Iraqi Kurdistan has begun sending oil produced in its three-province autonomous region out of the country without the express permission of the central government, an official said on Sunday.
The central government in Baghdad, meanwhile, insisted that it reserved the sole right to export oil, which accounts for the lion’s share of the country’s income and is at the center of a dispute between the capital and Kurdistan.
“We started exporting limited quantities of crude oil to Turkey a few days ago,” Seerwan Abubaqr, an adviser to the Kurdistan government's natural resources ministry, told AFP.
He said the crude was being exported to Turkey so it could be refined into various products before being brought back to Kurdistan.
“If we need to, we will export oil to Iran,” Abubaqr added. “We will continue exports of crude oil until the central government provides the region with oil products.”
“The central government has pushed us to do this.”
Kurdish officials say the central government has barred the dispatch of petroleum products to the northern region, but the oil ministry in Baghdad has persistently denied those allegations.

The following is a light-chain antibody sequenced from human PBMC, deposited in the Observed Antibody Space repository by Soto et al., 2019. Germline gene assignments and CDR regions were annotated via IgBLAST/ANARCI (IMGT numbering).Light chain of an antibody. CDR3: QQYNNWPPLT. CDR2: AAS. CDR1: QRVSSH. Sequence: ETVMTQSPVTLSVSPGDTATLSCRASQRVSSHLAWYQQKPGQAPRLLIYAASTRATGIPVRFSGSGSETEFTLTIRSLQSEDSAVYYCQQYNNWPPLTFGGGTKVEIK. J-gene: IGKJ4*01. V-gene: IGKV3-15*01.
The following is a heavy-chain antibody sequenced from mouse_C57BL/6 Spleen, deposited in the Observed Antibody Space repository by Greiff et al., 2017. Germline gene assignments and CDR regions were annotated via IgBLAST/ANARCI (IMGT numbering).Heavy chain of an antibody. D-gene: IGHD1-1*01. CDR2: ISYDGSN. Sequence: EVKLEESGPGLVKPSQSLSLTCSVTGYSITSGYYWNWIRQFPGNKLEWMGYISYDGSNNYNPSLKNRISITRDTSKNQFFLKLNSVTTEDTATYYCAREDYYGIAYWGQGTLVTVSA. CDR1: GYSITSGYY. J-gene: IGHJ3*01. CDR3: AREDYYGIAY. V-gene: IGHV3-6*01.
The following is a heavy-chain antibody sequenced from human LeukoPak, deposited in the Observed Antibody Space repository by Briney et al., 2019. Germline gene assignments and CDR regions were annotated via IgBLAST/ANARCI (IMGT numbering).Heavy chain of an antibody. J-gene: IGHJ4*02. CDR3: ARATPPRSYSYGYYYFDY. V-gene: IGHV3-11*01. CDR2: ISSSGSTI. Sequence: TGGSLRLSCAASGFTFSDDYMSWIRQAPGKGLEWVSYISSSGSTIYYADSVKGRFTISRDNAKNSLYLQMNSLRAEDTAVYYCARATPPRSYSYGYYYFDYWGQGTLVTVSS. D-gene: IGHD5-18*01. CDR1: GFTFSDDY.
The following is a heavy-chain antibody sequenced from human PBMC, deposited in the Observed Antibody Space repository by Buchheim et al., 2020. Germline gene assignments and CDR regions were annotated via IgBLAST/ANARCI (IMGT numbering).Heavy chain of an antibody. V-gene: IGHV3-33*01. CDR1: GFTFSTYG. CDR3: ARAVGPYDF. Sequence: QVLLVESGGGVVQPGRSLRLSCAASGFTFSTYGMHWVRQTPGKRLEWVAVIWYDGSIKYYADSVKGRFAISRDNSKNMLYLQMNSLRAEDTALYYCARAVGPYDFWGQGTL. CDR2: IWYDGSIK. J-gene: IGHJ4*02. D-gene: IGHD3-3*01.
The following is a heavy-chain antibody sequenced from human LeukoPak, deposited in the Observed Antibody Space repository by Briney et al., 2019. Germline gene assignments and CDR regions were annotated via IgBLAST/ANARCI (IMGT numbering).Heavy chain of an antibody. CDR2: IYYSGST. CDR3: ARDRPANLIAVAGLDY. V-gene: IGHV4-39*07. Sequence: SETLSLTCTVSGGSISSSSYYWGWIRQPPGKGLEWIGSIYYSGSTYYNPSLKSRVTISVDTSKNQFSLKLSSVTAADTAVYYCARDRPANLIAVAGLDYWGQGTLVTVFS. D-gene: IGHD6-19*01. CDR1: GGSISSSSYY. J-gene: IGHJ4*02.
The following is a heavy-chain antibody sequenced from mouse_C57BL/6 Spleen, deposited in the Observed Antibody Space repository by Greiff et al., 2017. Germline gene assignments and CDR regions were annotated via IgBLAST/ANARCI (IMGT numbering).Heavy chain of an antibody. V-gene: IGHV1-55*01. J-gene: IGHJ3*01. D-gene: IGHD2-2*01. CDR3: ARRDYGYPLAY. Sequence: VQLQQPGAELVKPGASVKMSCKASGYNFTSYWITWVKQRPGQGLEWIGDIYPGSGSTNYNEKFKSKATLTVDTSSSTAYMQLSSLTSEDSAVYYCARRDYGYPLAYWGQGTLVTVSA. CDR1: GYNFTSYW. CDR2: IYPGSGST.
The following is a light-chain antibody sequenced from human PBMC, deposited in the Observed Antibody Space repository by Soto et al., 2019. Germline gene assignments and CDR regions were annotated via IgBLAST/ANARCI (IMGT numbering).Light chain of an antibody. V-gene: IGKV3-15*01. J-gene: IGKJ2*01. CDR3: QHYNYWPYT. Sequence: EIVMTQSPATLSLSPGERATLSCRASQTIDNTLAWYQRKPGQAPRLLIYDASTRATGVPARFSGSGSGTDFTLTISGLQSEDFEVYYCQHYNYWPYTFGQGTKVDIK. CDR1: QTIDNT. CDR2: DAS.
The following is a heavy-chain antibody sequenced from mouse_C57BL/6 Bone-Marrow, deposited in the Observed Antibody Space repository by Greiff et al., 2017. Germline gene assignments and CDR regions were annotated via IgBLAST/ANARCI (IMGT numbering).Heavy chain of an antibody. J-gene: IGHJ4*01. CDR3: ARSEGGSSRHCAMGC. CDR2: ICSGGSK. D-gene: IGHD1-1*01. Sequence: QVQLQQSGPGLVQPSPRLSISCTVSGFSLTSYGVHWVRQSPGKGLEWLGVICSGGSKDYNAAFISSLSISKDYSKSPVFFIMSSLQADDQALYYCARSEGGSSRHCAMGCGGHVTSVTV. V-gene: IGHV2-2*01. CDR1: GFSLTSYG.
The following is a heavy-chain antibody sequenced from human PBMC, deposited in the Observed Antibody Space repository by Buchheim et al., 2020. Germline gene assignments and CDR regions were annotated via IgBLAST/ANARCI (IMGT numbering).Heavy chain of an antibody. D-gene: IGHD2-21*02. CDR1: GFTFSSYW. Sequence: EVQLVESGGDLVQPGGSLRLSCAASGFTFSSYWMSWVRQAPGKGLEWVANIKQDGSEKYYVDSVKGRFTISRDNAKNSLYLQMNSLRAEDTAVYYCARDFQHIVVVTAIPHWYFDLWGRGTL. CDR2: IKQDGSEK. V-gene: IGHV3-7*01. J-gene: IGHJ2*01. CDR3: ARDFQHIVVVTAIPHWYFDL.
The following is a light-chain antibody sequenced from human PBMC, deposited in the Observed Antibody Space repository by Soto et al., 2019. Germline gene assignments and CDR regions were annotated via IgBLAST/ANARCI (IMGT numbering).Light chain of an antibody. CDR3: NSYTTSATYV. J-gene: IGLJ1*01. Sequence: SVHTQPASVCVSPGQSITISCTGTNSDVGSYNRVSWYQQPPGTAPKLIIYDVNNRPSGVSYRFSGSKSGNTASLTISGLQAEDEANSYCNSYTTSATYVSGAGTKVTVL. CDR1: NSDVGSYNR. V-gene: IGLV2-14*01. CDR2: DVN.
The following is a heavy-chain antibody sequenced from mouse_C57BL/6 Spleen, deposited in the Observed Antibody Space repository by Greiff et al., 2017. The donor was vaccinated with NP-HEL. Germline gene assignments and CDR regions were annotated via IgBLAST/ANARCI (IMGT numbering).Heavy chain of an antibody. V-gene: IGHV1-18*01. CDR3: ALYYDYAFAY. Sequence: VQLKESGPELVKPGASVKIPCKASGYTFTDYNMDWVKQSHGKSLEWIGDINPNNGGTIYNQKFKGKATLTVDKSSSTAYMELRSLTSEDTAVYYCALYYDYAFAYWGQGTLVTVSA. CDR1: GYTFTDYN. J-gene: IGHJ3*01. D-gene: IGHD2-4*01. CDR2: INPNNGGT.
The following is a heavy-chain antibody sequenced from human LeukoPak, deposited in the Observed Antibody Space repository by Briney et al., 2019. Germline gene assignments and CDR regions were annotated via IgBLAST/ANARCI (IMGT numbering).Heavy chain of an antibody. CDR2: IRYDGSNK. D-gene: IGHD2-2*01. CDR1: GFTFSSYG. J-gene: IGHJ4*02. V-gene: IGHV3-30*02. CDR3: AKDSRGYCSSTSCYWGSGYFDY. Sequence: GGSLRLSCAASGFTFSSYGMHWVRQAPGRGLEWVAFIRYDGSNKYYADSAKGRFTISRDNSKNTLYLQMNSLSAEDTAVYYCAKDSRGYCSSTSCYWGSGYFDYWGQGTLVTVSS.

“Nobody has the right to export oil, gas, or oil products to foreign countries,” said Faisal Abdullah, spokesman for Hussein al-Shahristani, deputy premier responsible for energy affairs.
“Only the oil ministry of the government in Baghdad has the right to export oil or oil products.”
A dispute over oil between Baghdad and the Kurdish government in Arbil has worsened in recent months, with Kurdistan looking to ramp up oil production and export capabilities, and the region has also cut off oil exports to Iraq in a payment row.
Arbil has signed dozens of contracts with foreign oil firms aimed at boosting its oil sector in recent year, but the central government, which says all oil contracts must go through Baghdad and regards any that do not as illegal, has strenuously opposed such deals.